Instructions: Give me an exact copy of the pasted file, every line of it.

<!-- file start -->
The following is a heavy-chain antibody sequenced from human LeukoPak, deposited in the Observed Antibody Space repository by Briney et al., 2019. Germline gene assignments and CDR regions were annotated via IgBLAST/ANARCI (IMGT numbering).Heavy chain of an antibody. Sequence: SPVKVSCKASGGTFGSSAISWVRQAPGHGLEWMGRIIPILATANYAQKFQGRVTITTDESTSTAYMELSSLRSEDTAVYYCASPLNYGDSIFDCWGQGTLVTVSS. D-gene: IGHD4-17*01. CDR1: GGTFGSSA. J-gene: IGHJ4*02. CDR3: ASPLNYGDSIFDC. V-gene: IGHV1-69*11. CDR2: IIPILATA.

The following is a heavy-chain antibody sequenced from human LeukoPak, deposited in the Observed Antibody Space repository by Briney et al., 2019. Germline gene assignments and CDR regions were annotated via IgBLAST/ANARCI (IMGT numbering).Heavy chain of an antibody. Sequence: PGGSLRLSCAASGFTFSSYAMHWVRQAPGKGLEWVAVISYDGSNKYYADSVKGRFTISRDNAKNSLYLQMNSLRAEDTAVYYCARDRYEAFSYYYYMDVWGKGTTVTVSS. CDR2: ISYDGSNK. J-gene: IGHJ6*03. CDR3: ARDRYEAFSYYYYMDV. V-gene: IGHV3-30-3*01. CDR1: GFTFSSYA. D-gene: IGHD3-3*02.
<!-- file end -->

The following is a heavy-chain antibody sequenced from human LeukoPak, deposited in the Observed Antibody Space repository by Briney et al., 2019. Germline gene assignments and CDR regions were annotated via IgBLAST/ANARCI (IMGT numbering).Heavy chain of an antibody. Sequence: SPVKVSCKASGGTFGSSAISWVRQAPGHGLEWMGRIIPILATANYAQKFQGRVTITTDESTSTAYMELSSLRSEDTAVYYCASPLNYGDSIFDCWGQGTLVTVSS. D-gene: IGHD4-17*01. CDR1: GGTFGSSA. J-gene: IGHJ4*02. CDR3: ASPLNYGDSIFDC. V-gene: IGHV1-69*11. CDR2: IIPILATA.

The following is a heavy-chain antibody sequenced from human LeukoPak, deposited in the Observed Antibody Space repository by Briney et al., 2019. Germline gene assignments and CDR regions were annotated via IgBLAST/ANARCI (IMGT numbering).Heavy chain of an antibody. Sequence: PGGSLRLSCAASGFTFSSYAMHWVRQAPGKGLEWVAVISYDGSNKYYADSVKGRFTISRDNAKNSLYLQMNSLRAEDTAVYYCARDRYEAFSYYYYMDVWGKGTTVTVSS. CDR2: ISYDGSNK. J-gene: IGHJ6*03. CDR3: ARDRYEAFSYYYYMDV. V-gene: IGHV3-30-3*01. CDR1: GFTFSSYA. D-gene: IGHD3-3*02.